Choo's situation a hot topic at Meetings

Choo's situation a hot topic at Meetings

LAKE BUENA VISTA, Fla. -- Any hope that the Indians were in the midst of quietly negotiating a contract extension with star outfielder Shin-Soo Choo was shattered on Wednesday at the Winter Meetings.

Agent Scott Boras, who represents Choo, declined to offer specifics on contract talks involving multiple players and teams. When asked about Choo, however, Boras made it clear that he has had no discussions with Indians general manager Chris Antonetti about a long-term deal for the outfielder.

Boras added that he did not expect to discuss the matter at the Meetings, which conclude on Thursday.

"I don't think I'll be doing a lot of discussing on those fronts right now," Boras said.

The situation surrounding Choo overshadowed any other talks the Indians held throughout Wednesday. Cleveland continued dialogue with a handful of free agents and remains interested in signing infielder Nick Punto. The Tribe also officially signed catcher Paul Phillips to a Minor League contract that includes an invitation to attend Spring Training.

Of more importance, though, was the conversation that did not take place.

Choo, 28, is eligible for arbitration for the first time this winter, so Antonetti will need to meet with Boras to negotiate a contract with the outfielder later in the offseason. Earlier this week, Antonetti said those circumstances likely mean talk of an extension would arise naturally.

Boras did not necessarily agree with that take on the situation.

"Most arbitration discussions don't end in multiyear contracts, that's for sure," Boras said. "But, again, I've not had that discussion with Chris yet. When I do, I'll know more about it."

Antonetti was hopeful that he would be able to address the situation with Boras at some point within the next few weeks.

"It's something we remain interested in," said Antonetti, referring to signing Choo to an extension. "Scott's really busy at the Meetings. He's got a lot of things on his plate. He has a lot of free agents that are out there and I know that he's spending a lot of time doing that. Also, I think if you look at the marketplace, there haven't been a lot of arbitration-eligible players that have signed multiyear deals. There's not a list of those guys.

"There tends to be a natural timeline to the offseason and hopefully shortly after the Meetings I'll have an opportunity to talk with Scott and, at that point, he and I can communicate directly on how we see things and address potential concerns for each other and see if there's potentially common ground."

Last season, Choo hit .300 with 22 home runs and 90 RBIs in 144 games. He added 31 doubles, 81 runs scored and 22 stolen bases to go along with a .401 on-base percentage. Choo became the first Indians player since 1901 to have at least a .300 average, 20 homers and 20 stolen bases in consecutive seasons.

Last month, Choo helped guide South Korea to a gold medal in the Asian Games by hitting .571 with three homers and 11 RBIs in five games. That victory earned Choo an exemption from his country's two-year military service requirement.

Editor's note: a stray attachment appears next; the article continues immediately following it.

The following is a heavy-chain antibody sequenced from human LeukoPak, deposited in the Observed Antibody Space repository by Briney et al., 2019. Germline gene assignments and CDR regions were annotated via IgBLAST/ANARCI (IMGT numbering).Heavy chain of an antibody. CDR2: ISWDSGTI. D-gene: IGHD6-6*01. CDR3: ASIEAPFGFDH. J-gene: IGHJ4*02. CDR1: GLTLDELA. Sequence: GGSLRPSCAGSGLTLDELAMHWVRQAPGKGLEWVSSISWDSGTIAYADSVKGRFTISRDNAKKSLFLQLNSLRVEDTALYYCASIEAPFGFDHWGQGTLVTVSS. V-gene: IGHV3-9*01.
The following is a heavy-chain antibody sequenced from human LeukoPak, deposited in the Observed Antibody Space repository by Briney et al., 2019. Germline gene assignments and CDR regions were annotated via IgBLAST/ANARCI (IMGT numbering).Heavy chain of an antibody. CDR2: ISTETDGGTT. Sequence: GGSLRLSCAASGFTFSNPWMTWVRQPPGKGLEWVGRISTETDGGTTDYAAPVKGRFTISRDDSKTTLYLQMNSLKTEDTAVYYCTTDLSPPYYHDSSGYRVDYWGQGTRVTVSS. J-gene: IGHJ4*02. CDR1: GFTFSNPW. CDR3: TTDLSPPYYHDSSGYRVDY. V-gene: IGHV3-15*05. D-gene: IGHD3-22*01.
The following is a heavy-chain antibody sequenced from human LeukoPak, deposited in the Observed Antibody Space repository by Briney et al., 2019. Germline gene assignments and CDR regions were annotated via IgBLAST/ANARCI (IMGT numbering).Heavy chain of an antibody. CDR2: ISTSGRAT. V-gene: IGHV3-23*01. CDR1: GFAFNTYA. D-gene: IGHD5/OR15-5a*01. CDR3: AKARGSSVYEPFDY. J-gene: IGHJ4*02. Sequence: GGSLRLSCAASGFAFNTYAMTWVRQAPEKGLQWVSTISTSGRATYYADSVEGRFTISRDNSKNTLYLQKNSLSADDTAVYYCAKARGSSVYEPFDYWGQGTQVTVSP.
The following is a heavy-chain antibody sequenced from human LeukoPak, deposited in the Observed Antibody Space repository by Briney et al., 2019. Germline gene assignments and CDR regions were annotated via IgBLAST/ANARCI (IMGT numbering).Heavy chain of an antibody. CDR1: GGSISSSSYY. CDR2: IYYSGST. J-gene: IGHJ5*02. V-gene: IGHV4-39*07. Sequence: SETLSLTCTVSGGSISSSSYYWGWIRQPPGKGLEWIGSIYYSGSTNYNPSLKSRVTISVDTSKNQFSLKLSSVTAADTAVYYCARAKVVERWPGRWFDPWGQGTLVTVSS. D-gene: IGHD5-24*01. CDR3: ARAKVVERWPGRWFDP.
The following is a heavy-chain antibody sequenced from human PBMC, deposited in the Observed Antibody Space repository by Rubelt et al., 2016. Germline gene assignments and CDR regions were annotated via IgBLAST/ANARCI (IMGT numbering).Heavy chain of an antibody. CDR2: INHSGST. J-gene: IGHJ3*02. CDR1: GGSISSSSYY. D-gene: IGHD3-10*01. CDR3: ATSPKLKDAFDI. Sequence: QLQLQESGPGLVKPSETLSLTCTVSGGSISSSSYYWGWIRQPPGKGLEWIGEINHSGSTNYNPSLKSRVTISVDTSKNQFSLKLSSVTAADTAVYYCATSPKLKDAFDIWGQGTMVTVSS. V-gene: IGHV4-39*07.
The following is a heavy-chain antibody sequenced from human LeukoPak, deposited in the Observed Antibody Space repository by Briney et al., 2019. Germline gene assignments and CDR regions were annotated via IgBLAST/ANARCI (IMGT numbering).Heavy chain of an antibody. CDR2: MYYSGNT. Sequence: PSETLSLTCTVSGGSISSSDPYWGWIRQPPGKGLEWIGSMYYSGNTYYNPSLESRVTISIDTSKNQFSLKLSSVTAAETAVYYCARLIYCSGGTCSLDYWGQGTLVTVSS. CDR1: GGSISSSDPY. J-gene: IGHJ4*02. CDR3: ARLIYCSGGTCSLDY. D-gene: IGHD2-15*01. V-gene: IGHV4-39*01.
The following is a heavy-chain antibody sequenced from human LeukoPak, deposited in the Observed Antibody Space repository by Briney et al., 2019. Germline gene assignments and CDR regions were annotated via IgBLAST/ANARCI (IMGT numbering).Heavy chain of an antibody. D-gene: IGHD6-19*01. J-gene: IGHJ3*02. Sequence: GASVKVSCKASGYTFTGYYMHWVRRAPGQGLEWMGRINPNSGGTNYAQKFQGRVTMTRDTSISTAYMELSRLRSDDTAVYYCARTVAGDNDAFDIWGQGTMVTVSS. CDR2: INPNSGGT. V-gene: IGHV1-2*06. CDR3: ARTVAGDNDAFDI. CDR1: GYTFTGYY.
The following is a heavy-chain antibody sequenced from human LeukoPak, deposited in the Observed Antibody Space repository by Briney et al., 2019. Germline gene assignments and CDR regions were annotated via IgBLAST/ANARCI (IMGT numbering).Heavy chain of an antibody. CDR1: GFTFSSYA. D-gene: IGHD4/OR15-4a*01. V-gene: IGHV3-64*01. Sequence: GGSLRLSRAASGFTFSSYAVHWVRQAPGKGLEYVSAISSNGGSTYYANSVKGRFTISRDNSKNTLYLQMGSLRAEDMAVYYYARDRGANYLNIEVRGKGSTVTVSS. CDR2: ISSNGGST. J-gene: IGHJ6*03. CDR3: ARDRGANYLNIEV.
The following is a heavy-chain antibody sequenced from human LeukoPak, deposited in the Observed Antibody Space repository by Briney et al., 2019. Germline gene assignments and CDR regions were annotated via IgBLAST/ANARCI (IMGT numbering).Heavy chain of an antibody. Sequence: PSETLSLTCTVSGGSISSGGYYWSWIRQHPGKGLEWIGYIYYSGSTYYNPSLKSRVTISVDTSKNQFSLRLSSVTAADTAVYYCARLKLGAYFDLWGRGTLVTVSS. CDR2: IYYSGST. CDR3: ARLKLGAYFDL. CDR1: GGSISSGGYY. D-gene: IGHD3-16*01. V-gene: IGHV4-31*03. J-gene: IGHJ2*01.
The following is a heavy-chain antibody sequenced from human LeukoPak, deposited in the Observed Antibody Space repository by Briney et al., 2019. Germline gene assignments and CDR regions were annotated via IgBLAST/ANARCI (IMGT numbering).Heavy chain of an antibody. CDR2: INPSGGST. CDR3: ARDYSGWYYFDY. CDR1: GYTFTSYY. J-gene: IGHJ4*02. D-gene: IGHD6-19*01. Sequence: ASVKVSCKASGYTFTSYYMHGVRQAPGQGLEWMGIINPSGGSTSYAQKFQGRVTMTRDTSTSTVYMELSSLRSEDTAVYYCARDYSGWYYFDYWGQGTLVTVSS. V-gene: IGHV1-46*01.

Through arbitration, Choo could see his salary rise somewhere around the $3 million to $4 million range in 2011 after earning $461,100 last season. If Cleveland does not sign him to a long-term deal, Choo would be eligible for free agency following the '13 season.

Given the Tribe's current situation, Boras said it could be difficult to reach an agreement on a long-term deal. The Indians finished last in baseball in attendance in 2010, are currently scaling back their payroll and plan on fielding a young roster in the upcoming season.

In a perfect world, Cleveland would like to sign Choo beyond his first free-agent year to lock him in as an integral part of the club's core group. Whether that will be possible for the Indians to accomplish remains to be seen.

"That's something that I'm sure Chris and I will sit down and chat about," Boras said. "Again, the dynamics of it are one where that's going to be Shin-Soo's decision about what he may want to do or not do.

"I do think it's tougher -- it's always tougher -- in situations where you're a club that's a developmental team, to know where the club's going to be two or three years from now. So those situations are always a little more difficult.

"But, again, we listen to every team and pass it on to the player and see what he says."

Asked about Boras' comments, Antonetti said that he firmly believes the Indians -- even after losing 93 games last season and dropping 97 in 2009 -- are a team on the rise. The Tribe's general manager added that Choo has expressed similar excitement over the potential that exists within Cleveland's young cast of players.

"I feel very strongly about the future of the organization," Antonetti said. "We're on the upswing. We expect 2011 to be better than 2010 and we certainly expect 2012 to be even better than that. We feel like we have a very talented group of young players that are only going to continue to get better. We're hopeful Choo will continue to be a part of that.

"Ultimately, we'll have the ability to sit down and talk through the entirety of the situation with Choo, and what's important to him. We can share our thoughts on where we see the organization and where Choo sees things. Hopefully he's as positive about things as we are.

"I know from my personal conversations with Choo, both throughout the course of the season and at the end of the season, he's very positive about the talent that we have in the organization and excited about the coming years."

Jordan Bastian is a reporter for MLB.com. Read his blog, Major League Bastian, and follow him on Twitter @MLBastian. This story was not subject to the approval of Major League Baseball or its clubs.